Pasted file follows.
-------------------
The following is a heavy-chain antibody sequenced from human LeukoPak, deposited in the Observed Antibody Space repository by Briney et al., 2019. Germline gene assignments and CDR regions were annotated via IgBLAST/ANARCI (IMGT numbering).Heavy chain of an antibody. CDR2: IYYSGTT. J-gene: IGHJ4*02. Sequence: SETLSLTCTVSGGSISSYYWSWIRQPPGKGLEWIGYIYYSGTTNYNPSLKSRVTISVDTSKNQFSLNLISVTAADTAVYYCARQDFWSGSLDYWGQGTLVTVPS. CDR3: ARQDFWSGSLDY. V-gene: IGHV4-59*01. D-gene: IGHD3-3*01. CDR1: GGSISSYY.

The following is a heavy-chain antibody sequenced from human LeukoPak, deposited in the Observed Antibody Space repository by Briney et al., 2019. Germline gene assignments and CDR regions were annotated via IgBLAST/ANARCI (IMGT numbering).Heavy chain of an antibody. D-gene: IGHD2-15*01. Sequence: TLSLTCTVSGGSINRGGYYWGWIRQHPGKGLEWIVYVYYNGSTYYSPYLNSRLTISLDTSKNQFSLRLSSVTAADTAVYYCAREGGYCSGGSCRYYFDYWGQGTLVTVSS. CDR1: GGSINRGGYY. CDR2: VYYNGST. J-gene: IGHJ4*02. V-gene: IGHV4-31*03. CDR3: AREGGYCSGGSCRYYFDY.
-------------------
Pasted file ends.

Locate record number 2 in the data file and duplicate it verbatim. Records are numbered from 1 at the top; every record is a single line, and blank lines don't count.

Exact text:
The following is a heavy-chain antibody sequenced from human LeukoPak, deposited in the Observed Antibody Space repository by Briney et al., 2019. Germline gene assignments and CDR regions were annotated via IgBLAST/ANARCI (IMGT numbering).Heavy chain of an antibody. D-gene: IGHD2-15*01. Sequence: TLSLTCTVSGGSINRGGYYWGWIRQHPGKGLEWIVYVYYNGSTYYSPYLNSRLTISLDTSKNQFSLRLSSVTAADTAVYYCAREGGYCSGGSCRYYFDYWGQGTLVTVSS. CDR1: GGSINRGGYY. CDR2: VYYNGST. J-gene: IGHJ4*02. V-gene: IGHV4-31*03. CDR3: AREGGYCSGGSCRYYFDY.